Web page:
When a currency quote is given without the U.S. dollar as one of its components, this is called a cross currency (for example, EUR/JPY, EUR/CHF).
What Is Leverage/Margin?
The exchange rates usually move very little, that’s why most currencies are quoted to four decimal places. Leverage is the amount that you can borrow from your broker for a security deposit. It lets you make a profit from even the smallest movements of the price, but it also increases the risk.
Let’s say you have the leverage of 100:1 and $100 in your broker account. It means that you can trade with the maximum amount of $10 000, if you want to trade with $100, you only need $1. If you wouldn’t have any leverage your profit (and loss) would be 100 times smaller!
Different brokers provide different leverage, it varies from 5:1 to 2000:1. It’s recommended to choose smaller leverage 50:1 or even 20:1 if available because higher leverage means not only higher profit but also higher risk.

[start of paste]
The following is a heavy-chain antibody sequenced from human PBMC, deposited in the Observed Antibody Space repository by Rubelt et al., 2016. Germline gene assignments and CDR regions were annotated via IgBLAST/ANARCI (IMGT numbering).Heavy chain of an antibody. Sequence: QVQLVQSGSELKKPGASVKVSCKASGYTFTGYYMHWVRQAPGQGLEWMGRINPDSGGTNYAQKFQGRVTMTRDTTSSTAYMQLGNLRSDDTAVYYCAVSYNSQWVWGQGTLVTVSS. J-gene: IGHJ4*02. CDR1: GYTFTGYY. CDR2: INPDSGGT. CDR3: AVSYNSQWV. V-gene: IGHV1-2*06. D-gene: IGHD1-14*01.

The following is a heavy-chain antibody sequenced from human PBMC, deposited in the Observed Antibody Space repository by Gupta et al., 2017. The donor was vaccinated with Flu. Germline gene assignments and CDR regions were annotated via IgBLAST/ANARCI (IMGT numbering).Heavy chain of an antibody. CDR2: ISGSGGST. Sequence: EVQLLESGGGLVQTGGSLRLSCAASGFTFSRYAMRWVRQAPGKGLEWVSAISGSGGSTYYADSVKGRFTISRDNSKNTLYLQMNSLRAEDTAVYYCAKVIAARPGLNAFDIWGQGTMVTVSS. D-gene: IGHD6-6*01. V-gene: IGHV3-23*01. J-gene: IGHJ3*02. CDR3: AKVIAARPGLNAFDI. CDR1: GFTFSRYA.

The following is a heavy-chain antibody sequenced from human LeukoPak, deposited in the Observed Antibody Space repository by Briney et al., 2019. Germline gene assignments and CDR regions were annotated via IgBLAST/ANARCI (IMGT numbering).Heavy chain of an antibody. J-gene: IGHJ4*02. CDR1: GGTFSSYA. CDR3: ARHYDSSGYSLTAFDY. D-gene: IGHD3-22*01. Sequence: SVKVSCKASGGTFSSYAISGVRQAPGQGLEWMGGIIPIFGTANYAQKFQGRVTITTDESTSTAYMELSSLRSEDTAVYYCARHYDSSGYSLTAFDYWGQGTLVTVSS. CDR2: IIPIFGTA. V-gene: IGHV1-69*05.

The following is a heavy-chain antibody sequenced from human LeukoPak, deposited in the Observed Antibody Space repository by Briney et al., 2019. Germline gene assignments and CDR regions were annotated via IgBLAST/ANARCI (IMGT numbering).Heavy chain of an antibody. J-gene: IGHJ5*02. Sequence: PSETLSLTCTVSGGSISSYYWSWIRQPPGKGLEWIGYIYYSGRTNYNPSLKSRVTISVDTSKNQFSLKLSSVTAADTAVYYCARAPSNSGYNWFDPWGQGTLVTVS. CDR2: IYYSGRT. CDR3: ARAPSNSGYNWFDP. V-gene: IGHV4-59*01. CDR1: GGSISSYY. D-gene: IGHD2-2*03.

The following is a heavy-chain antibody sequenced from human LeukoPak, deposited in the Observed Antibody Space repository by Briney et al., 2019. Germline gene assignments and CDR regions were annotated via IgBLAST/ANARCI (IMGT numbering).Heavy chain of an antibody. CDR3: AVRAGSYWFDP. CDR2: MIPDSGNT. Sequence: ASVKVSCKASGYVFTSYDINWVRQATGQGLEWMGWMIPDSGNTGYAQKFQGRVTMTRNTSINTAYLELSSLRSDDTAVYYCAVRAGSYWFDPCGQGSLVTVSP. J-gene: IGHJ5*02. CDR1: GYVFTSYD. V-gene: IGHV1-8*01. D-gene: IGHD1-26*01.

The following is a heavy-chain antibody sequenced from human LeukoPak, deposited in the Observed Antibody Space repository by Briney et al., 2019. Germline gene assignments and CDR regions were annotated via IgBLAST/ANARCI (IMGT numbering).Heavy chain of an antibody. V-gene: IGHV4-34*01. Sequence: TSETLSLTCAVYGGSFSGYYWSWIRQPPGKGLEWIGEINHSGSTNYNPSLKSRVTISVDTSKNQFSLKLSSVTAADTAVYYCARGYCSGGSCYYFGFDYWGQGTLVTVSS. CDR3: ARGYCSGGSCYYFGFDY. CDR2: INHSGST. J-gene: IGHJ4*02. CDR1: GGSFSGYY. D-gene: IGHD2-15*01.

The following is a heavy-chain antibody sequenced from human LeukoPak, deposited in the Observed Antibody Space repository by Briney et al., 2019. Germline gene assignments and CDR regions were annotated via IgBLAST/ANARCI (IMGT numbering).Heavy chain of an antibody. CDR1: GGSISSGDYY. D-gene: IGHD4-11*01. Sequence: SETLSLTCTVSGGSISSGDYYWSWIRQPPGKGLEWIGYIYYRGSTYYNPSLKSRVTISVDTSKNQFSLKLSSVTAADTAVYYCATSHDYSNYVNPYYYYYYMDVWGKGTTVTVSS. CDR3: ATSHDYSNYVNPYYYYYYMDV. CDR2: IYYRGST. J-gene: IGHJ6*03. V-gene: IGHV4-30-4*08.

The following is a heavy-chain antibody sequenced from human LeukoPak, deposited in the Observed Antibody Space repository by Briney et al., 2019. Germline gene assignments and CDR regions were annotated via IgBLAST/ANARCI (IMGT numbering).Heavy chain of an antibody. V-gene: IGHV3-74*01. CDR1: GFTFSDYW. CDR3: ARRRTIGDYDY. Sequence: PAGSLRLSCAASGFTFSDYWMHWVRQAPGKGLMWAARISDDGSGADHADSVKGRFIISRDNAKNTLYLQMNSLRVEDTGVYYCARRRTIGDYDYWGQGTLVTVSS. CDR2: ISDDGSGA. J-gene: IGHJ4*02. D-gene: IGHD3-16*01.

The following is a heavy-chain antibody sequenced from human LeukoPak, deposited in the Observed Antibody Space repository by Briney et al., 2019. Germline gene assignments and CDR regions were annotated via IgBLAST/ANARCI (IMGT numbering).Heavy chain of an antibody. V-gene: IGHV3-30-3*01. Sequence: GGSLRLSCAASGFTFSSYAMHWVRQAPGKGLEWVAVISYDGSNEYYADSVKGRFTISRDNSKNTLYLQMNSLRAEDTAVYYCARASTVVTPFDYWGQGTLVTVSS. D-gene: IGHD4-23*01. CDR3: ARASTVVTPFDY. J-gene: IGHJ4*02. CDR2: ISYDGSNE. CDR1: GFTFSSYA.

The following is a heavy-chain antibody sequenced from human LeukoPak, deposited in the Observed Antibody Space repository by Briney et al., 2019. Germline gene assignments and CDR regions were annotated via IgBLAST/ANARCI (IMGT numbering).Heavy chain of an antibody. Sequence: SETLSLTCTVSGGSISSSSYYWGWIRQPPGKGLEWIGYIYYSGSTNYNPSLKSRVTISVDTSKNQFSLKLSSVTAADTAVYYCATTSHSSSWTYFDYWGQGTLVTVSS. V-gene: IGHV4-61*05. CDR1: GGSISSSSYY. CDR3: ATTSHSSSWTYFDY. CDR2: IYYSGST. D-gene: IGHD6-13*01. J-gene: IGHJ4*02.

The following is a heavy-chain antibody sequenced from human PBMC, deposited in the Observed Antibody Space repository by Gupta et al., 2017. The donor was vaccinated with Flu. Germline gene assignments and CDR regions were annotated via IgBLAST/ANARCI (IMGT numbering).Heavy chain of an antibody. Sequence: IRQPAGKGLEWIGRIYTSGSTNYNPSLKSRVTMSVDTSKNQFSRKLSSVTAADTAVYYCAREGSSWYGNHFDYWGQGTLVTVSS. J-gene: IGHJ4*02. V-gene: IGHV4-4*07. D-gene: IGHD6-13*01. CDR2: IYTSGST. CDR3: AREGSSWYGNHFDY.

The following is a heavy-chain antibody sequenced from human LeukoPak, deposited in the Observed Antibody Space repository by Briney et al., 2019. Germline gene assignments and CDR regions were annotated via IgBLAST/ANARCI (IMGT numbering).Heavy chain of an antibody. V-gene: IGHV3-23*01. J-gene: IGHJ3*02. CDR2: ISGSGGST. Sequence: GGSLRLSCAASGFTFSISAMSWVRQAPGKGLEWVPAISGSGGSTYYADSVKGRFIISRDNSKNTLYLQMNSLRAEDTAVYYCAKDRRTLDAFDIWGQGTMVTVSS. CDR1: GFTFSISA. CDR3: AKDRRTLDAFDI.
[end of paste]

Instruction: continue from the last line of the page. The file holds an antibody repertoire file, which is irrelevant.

The specific amount that you are required to put aside to open and maintain a position is called your margin requirement. This is not a fee or a transaction cost, it’s simply a part of your account set aside and allocated as a margin deposit.
Other Important Definitions
Standard Lot: for simplicity, most brokers are using a “standard lot” system to specify the trade size. 1 lot represents 100 000 units of the quote currency, mini lot (0.1) represents 10 000 units and a micro lot (0.01) is 1 000 units. So if you have $100 in your account and leverage is 100:1, you can place maximum a mini lot. A one pip movement for a standard lot corresponds with a $10 change, mini lot $1 and micro lot $0.1.
A Pip stands for “Percentage In Point”. Most currency pairs are quoted in four decimal places (0.0001), except Japanese yen pairs which are quoted in two (0.01). And that’s referred to as a pip. This is the minimal price change. For example, if the EUR/USD falls from 1.0945 to 1.0935, the pair has fallen 10 pips.